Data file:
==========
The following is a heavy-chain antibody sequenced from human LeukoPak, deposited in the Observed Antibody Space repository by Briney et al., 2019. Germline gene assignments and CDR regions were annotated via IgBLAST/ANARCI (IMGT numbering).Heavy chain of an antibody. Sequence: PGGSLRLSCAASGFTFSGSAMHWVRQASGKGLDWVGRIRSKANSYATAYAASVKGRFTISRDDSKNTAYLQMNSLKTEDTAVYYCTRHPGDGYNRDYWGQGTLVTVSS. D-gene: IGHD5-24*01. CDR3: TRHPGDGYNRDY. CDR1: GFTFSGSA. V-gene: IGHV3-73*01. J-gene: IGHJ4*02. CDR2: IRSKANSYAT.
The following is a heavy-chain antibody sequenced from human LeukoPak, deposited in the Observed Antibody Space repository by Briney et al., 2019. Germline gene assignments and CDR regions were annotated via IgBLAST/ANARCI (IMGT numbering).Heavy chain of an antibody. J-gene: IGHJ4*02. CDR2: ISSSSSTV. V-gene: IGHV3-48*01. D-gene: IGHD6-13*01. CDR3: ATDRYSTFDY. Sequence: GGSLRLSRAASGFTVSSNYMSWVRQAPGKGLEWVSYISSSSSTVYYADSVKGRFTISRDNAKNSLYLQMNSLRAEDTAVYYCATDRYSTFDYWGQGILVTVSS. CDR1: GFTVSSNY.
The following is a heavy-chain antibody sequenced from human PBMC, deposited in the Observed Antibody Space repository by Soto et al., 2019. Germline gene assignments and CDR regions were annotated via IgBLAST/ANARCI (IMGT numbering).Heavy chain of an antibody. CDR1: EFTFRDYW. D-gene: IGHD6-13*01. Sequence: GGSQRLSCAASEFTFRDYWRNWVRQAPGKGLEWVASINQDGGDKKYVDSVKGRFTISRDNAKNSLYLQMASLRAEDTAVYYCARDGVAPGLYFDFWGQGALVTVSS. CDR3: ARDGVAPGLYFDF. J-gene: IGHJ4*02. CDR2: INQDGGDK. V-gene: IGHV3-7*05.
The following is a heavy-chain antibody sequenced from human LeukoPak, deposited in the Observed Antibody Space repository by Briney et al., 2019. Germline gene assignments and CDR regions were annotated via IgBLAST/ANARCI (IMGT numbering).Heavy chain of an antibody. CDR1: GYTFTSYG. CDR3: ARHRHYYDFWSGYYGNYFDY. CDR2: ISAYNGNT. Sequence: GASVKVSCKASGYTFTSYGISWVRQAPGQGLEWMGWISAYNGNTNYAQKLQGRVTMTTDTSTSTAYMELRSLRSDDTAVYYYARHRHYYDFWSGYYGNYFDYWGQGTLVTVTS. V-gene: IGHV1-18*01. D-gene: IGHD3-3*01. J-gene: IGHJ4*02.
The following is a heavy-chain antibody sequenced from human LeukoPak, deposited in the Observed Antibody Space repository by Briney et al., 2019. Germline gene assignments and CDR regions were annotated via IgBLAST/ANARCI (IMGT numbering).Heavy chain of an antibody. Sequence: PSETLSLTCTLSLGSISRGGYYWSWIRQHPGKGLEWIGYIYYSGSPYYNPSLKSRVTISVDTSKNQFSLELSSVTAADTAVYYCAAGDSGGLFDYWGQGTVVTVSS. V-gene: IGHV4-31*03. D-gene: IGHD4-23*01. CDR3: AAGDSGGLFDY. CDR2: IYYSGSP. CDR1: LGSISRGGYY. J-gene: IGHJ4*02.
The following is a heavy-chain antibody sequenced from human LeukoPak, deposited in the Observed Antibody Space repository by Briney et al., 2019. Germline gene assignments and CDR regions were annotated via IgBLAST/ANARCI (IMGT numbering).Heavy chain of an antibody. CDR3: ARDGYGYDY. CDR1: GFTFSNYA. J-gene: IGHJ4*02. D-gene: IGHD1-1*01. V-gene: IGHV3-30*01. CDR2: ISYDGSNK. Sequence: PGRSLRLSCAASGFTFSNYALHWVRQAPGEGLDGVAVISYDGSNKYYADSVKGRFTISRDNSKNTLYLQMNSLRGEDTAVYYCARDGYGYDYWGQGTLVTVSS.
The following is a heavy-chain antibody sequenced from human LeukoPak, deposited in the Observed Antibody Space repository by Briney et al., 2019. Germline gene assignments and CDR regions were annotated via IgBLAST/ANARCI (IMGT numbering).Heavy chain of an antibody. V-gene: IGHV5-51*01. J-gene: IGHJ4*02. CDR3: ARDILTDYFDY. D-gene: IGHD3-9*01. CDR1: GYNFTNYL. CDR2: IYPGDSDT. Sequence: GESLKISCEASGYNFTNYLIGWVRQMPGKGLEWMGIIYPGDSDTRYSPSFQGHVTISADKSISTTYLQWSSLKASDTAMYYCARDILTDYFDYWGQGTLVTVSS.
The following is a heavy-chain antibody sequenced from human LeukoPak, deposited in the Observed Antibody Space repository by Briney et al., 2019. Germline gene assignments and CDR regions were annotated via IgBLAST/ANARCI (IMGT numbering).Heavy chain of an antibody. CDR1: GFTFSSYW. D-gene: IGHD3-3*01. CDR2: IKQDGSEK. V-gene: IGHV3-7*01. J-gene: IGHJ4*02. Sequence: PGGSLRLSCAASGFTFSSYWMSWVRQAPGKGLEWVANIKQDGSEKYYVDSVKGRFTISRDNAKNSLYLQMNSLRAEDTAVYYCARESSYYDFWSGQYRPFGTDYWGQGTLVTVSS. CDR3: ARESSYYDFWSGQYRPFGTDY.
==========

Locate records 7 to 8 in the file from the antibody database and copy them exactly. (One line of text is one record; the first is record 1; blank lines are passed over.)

The following is a heavy-chain antibody sequenced from human LeukoPak, deposited in the Observed Antibody Space repository by Briney et al., 2019. Germline gene assignments and CDR regions were annotated via IgBLAST/ANARCI (IMGT numbering).Heavy chain of an antibody. V-gene: IGHV5-51*01. J-gene: IGHJ4*02. CDR3: ARDILTDYFDY. D-gene: IGHD3-9*01. CDR1: GYNFTNYL. CDR2: IYPGDSDT. Sequence: GESLKISCEASGYNFTNYLIGWVRQMPGKGLEWMGIIYPGDSDTRYSPSFQGHVTISADKSISTTYLQWSSLKASDTAMYYCARDILTDYFDYWGQGTLVTVSS.
The following is a heavy-chain antibody sequenced from human LeukoPak, deposited in the Observed Antibody Space repository by Briney et al., 2019. Germline gene assignments and CDR regions were annotated via IgBLAST/ANARCI (IMGT numbering).Heavy chain of an antibody. CDR1: GFTFSSYW. D-gene: IGHD3-3*01. CDR2: IKQDGSEK. V-gene: IGHV3-7*01. J-gene: IGHJ4*02. Sequence: PGGSLRLSCAASGFTFSSYWMSWVRQAPGKGLEWVANIKQDGSEKYYVDSVKGRFTISRDNAKNSLYLQMNSLRAEDTAVYYCARESSYYDFWSGQYRPFGTDYWGQGTLVTVSS. CDR3: ARESSYYDFWSGQYRPFGTDY.